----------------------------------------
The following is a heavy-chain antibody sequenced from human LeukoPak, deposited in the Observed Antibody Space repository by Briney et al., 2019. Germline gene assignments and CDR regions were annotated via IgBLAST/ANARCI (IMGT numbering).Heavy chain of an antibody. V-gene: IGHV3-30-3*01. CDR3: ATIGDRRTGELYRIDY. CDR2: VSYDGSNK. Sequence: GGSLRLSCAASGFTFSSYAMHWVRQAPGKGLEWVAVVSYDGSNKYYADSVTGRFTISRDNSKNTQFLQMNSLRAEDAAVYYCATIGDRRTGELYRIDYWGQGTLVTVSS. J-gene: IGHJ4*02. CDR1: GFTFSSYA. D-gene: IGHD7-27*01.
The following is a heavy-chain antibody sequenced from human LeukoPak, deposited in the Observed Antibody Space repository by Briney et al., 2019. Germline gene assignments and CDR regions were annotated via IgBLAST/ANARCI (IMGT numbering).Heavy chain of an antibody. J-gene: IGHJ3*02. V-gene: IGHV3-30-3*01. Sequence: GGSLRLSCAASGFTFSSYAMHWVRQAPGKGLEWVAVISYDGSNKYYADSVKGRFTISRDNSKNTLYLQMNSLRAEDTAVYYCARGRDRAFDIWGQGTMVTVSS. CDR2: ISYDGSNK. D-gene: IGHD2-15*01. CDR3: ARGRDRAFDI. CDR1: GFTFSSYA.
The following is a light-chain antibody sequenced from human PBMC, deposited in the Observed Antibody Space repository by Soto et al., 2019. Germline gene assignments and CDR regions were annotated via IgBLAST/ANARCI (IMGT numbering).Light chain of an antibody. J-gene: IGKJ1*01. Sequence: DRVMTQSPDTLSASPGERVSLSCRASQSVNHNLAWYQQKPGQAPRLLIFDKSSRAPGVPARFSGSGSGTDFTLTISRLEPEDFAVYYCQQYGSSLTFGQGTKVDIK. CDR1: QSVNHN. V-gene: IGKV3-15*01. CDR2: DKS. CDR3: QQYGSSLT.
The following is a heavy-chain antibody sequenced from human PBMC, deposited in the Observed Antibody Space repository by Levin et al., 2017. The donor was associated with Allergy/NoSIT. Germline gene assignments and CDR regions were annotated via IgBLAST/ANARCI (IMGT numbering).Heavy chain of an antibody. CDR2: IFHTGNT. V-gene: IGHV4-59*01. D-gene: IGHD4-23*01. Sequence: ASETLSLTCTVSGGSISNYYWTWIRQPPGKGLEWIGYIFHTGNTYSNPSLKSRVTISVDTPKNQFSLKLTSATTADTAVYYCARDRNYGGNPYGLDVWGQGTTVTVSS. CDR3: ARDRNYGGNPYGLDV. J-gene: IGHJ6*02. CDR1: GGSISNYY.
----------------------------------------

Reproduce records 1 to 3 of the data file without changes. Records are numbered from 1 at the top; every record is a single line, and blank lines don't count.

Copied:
The following is a heavy-chain antibody sequenced from human LeukoPak, deposited in the Observed Antibody Space repository by Briney et al., 2019. Germline gene assignments and CDR regions were annotated via IgBLAST/ANARCI (IMGT numbering).Heavy chain of an antibody. V-gene: IGHV3-30-3*01. CDR3: ATIGDRRTGELYRIDY. CDR2: VSYDGSNK. Sequence: GGSLRLSCAASGFTFSSYAMHWVRQAPGKGLEWVAVVSYDGSNKYYADSVTGRFTISRDNSKNTQFLQMNSLRAEDAAVYYCATIGDRRTGELYRIDYWGQGTLVTVSS. J-gene: IGHJ4*02. CDR1: GFTFSSYA. D-gene: IGHD7-27*01.
The following is a heavy-chain antibody sequenced from human LeukoPak, deposited in the Observed Antibody Space repository by Briney et al., 2019. Germline gene assignments and CDR regions were annotated via IgBLAST/ANARCI (IMGT numbering).Heavy chain of an antibody. J-gene: IGHJ3*02. V-gene: IGHV3-30-3*01. Sequence: GGSLRLSCAASGFTFSSYAMHWVRQAPGKGLEWVAVISYDGSNKYYADSVKGRFTISRDNSKNTLYLQMNSLRAEDTAVYYCARGRDRAFDIWGQGTMVTVSS. CDR2: ISYDGSNK. D-gene: IGHD2-15*01. CDR3: ARGRDRAFDI. CDR1: GFTFSSYA.
The following is a light-chain antibody sequenced from human PBMC, deposited in the Observed Antibody Space repository by Soto et al., 2019. Germline gene assignments and CDR regions were annotated via IgBLAST/ANARCI (IMGT numbering).Light chain of an antibody. J-gene: IGKJ1*01. Sequence: DRVMTQSPDTLSASPGERVSLSCRASQSVNHNLAWYQQKPGQAPRLLIFDKSSRAPGVPARFSGSGSGTDFTLTISRLEPEDFAVYYCQQYGSSLTFGQGTKVDIK. CDR1: QSVNHN. V-gene: IGKV3-15*01. CDR2: DKS. CDR3: QQYGSSLT.